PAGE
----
“The Get Down” Pt. Two provides visually and aurally stunning content in all five of its episodes. In that respect, it picks up exactly where Pt. One left off and fulfils the obligation that its title makes to the viewer, but beyond that, it doesn’t do all that much.
Split into two “parts,” the first season of “The Get Down” didn’t ever provide the narrative substance that one would expect from a Baz Luhrmann created/produced series. It absolutely provides the spectacle, but this is no “Moulin Rouge!”
With that in mind it is hard to call “The Get Down” a letdown, because, quite simply, it’s not. It’s very enjoyable. Especially Pt. Two.
Pt. One ended with “The Get Down Brothers” (the collaborative hip-hop/rap group the main characters make up) finally putting on an actual show. This is the only time that Shaolin Fantastic, (Shameik Moore), A.K.A, “no-attempt-to-be-subtle-with-the-Wu Tang Clan-reference,” show takes place in Pt. 1.
These performances, along with several of the disco and disco-esque songs performed by Mylene Cruz (Herizen Guardiola) keep the show continuously entertaining, but not substantial. Especially considering that Moore’s Shaolin and Justice Smith’s Ezekiel Figuero are the only well-acted characters of the central group.
That being said, this is the only show where Jaden Smith can be found in a non-cringe-y, entertaining light. His character, Dizzy, is effectively just a personification of his Twitter account, which I guess might just be the actual Jaden Smith.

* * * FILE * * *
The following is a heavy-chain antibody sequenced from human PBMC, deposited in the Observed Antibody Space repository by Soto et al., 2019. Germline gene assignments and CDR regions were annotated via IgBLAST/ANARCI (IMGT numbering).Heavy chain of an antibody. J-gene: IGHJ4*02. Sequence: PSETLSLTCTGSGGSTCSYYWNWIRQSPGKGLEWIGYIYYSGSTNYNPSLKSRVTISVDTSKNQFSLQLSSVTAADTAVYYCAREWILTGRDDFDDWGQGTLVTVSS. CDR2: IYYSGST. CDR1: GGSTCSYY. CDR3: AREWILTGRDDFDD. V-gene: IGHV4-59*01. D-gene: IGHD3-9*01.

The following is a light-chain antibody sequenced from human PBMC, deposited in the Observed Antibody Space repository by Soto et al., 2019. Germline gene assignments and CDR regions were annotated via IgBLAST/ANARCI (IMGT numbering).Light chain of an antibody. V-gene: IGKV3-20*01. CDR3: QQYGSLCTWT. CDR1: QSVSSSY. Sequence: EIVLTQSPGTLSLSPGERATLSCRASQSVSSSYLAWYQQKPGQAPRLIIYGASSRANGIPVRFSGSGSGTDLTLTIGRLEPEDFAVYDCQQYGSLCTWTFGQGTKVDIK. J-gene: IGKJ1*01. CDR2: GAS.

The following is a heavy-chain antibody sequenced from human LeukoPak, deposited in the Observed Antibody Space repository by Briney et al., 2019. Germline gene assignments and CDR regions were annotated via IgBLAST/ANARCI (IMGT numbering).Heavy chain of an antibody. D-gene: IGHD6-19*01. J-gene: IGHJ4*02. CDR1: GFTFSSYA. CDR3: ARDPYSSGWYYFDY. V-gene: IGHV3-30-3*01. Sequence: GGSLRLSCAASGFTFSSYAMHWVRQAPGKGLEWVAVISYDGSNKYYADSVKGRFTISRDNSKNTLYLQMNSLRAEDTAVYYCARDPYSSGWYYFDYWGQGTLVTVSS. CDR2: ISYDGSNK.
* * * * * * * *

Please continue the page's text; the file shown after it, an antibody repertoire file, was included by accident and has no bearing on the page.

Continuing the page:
Through Smith’s character, the viewer gets a series of very interesting animated sequences, which generally depict Dizzy as either an alien or Christ figure, which must be specifically denoted in Smith’s contract.
The show constantly feels like it’s on the verge of being something that I’d love and would watch over and over again, but it never gets there. Because with each successive viewing the plot and songs just seem to fit less and less with the time.
The two most explicit examples of this are Giancarlo Esposito’s Pastor Cruz, who, regardless of how well he plays the part, cannot be seen as anything but Gus Fring, and the oddly Rihanna-feeling performance by Guardiola’s Mylene in episode four of Pt. Two, “Gamble Everything.” (Also, the constant Sony plugs. It seems like Sony can’t produce a show without reminding the viewer that they made the Walkman and are still a relevant audio company.)
That’s a consistent feeling evoked by the show, a kind of non-1978 1978. A 1978 that seems much more grounded in ‘90s rap (the grown-up version of Figuero is Nas, so the ‘90s feel of the lyrics makes sense) and 2000s hip-hop (not exactly sure why, other than assumed commercial appeal, the pop music tends to gravitate toward current pop/hip-hop music). This takes away from the supposedly historical context of the show, but not so much that it makes it hard to watch, just hard to rewatch.
I would recommend watching “The Get Down” but I would also recommend doing that while holding your computer or smartphone, because there will be times where you’ll want to see what your friends are up to instead of watching the show.